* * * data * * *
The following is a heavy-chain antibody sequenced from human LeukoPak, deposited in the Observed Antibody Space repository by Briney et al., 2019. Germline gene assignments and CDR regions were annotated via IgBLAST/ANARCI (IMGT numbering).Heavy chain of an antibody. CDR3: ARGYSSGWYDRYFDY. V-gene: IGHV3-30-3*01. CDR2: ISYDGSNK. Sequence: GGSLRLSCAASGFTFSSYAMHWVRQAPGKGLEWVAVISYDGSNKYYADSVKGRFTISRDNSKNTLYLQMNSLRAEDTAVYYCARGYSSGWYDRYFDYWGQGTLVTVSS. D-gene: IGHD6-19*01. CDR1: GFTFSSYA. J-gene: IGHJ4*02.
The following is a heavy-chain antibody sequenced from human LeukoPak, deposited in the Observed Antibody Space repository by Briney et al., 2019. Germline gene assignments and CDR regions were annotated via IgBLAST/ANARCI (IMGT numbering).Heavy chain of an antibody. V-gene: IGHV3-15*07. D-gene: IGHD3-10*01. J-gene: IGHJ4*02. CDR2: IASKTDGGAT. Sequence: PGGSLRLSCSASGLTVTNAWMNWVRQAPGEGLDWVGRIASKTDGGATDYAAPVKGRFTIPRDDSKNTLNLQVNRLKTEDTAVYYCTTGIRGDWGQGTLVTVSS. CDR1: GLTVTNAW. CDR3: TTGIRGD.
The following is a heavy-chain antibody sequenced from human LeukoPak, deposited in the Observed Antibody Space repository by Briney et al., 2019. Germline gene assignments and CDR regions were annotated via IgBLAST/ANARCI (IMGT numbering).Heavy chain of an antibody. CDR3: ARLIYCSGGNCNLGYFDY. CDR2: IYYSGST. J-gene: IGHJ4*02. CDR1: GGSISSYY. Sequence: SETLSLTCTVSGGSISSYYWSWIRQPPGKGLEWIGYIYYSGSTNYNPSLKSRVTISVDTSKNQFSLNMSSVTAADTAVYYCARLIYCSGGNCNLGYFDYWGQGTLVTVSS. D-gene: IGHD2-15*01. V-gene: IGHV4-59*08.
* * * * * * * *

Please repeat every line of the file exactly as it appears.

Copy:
The following is a heavy-chain antibody sequenced from human LeukoPak, deposited in the Observed Antibody Space repository by Briney et al., 2019. Germline gene assignments and CDR regions were annotated via IgBLAST/ANARCI (IMGT numbering).Heavy chain of an antibody. CDR3: ARGYSSGWYDRYFDY. V-gene: IGHV3-30-3*01. CDR2: ISYDGSNK. Sequence: GGSLRLSCAASGFTFSSYAMHWVRQAPGKGLEWVAVISYDGSNKYYADSVKGRFTISRDNSKNTLYLQMNSLRAEDTAVYYCARGYSSGWYDRYFDYWGQGTLVTVSS. D-gene: IGHD6-19*01. CDR1: GFTFSSYA. J-gene: IGHJ4*02.
The following is a heavy-chain antibody sequenced from human LeukoPak, deposited in the Observed Antibody Space repository by Briney et al., 2019. Germline gene assignments and CDR regions were annotated via IgBLAST/ANARCI (IMGT numbering).Heavy chain of an antibody. V-gene: IGHV3-15*07. D-gene: IGHD3-10*01. J-gene: IGHJ4*02. CDR2: IASKTDGGAT. Sequence: PGGSLRLSCSASGLTVTNAWMNWVRQAPGEGLDWVGRIASKTDGGATDYAAPVKGRFTIPRDDSKNTLNLQVNRLKTEDTAVYYCTTGIRGDWGQGTLVTVSS. CDR1: GLTVTNAW. CDR3: TTGIRGD.
The following is a heavy-chain antibody sequenced from human LeukoPak, deposited in the Observed Antibody Space repository by Briney et al., 2019. Germline gene assignments and CDR regions were annotated via IgBLAST/ANARCI (IMGT numbering).Heavy chain of an antibody. CDR3: ARLIYCSGGNCNLGYFDY. CDR2: IYYSGST. J-gene: IGHJ4*02. CDR1: GGSISSYY. Sequence: SETLSLTCTVSGGSISSYYWSWIRQPPGKGLEWIGYIYYSGSTNYNPSLKSRVTISVDTSKNQFSLNMSSVTAADTAVYYCARLIYCSGGNCNLGYFDYWGQGTLVTVSS. D-gene: IGHD2-15*01. V-gene: IGHV4-59*08.